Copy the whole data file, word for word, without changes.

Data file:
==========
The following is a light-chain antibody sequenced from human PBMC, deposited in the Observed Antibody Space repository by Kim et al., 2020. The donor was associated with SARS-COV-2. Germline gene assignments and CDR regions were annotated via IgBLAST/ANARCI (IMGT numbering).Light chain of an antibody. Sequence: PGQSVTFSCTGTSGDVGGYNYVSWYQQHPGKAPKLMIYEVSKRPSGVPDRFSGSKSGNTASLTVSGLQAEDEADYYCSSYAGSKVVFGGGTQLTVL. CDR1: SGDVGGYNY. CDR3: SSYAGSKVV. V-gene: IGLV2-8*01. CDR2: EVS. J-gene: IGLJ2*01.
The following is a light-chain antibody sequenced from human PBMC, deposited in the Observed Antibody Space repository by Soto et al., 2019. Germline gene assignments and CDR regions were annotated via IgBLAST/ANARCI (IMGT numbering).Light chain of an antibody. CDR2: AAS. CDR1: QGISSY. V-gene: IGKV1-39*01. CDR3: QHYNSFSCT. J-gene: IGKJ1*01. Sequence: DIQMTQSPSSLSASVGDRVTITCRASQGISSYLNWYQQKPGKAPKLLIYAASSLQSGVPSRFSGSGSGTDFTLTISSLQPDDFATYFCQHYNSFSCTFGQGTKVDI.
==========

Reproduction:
The following is a light-chain antibody sequenced from human PBMC, deposited in the Observed Antibody Space repository by Kim et al., 2020. The donor was associated with SARS-COV-2. Germline gene assignments and CDR regions were annotated via IgBLAST/ANARCI (IMGT numbering).Light chain of an antibody. Sequence: PGQSVTFSCTGTSGDVGGYNYVSWYQQHPGKAPKLMIYEVSKRPSGVPDRFSGSKSGNTASLTVSGLQAEDEADYYCSSYAGSKVVFGGGTQLTVL. CDR1: SGDVGGYNY. CDR3: SSYAGSKVV. V-gene: IGLV2-8*01. CDR2: EVS. J-gene: IGLJ2*01.
The following is a light-chain antibody sequenced from human PBMC, deposited in the Observed Antibody Space repository by Soto et al., 2019. Germline gene assignments and CDR regions were annotated via IgBLAST/ANARCI (IMGT numbering).Light chain of an antibody. CDR2: AAS. CDR1: QGISSY. V-gene: IGKV1-39*01. CDR3: QHYNSFSCT. J-gene: IGKJ1*01. Sequence: DIQMTQSPSSLSASVGDRVTITCRASQGISSYLNWYQQKPGKAPKLLIYAASSLQSGVPSRFSGSGSGTDFTLTISSLQPDDFATYFCQHYNSFSCTFGQGTKVDI.